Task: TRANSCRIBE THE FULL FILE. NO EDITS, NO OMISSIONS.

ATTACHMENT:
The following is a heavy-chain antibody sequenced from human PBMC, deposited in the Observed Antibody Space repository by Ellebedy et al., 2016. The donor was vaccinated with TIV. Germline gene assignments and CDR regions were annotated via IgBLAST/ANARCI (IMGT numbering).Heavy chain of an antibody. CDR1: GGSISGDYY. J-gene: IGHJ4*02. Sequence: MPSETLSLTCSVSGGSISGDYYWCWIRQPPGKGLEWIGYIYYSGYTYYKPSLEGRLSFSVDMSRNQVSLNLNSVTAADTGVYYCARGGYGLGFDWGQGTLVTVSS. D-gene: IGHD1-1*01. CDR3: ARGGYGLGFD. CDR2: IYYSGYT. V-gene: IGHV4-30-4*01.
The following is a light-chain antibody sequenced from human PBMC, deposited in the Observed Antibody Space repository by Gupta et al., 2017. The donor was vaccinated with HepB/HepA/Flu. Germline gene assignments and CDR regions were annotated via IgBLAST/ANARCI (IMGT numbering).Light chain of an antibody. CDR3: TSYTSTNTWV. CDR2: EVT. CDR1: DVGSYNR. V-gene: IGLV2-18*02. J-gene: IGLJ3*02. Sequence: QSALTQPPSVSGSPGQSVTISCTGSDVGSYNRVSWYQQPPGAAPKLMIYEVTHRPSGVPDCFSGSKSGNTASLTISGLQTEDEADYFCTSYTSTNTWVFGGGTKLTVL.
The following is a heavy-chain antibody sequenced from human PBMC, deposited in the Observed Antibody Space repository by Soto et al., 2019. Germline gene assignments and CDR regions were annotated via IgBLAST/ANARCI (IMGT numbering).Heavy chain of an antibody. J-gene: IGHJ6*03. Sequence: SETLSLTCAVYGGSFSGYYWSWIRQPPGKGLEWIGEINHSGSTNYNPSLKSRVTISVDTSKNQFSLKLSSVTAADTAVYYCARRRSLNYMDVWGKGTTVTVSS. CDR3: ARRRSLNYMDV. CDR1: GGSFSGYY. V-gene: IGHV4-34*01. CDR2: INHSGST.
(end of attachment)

The following is a heavy-chain antibody sequenced from human PBMC, deposited in the Observed Antibody Space repository by Ellebedy et al., 2016. The donor was vaccinated with TIV. Germline gene assignments and CDR regions were annotated via IgBLAST/ANARCI (IMGT numbering).Heavy chain of an antibody. CDR1: GGSISGDYY. J-gene: IGHJ4*02. Sequence: MPSETLSLTCSVSGGSISGDYYWCWIRQPPGKGLEWIGYIYYSGYTYYKPSLEGRLSFSVDMSRNQVSLNLNSVTAADTGVYYCARGGYGLGFDWGQGTLVTVSS. D-gene: IGHD1-1*01. CDR3: ARGGYGLGFD. CDR2: IYYSGYT. V-gene: IGHV4-30-4*01.
The following is a light-chain antibody sequenced from human PBMC, deposited in the Observed Antibody Space repository by Gupta et al., 2017. The donor was vaccinated with HepB/HepA/Flu. Germline gene assignments and CDR regions were annotated via IgBLAST/ANARCI (IMGT numbering).Light chain of an antibody. CDR3: TSYTSTNTWV. CDR2: EVT. CDR1: DVGSYNR. V-gene: IGLV2-18*02. J-gene: IGLJ3*02. Sequence: QSALTQPPSVSGSPGQSVTISCTGSDVGSYNRVSWYQQPPGAAPKLMIYEVTHRPSGVPDCFSGSKSGNTASLTISGLQTEDEADYFCTSYTSTNTWVFGGGTKLTVL.
The following is a heavy-chain antibody sequenced from human PBMC, deposited in the Observed Antibody Space repository by Soto et al., 2019. Germline gene assignments and CDR regions were annotated via IgBLAST/ANARCI (IMGT numbering).Heavy chain of an antibody. J-gene: IGHJ6*03. Sequence: SETLSLTCAVYGGSFSGYYWSWIRQPPGKGLEWIGEINHSGSTNYNPSLKSRVTISVDTSKNQFSLKLSSVTAADTAVYYCARRRSLNYMDVWGKGTTVTVSS. CDR3: ARRRSLNYMDV. CDR1: GGSFSGYY. V-gene: IGHV4-34*01. CDR2: INHSGST.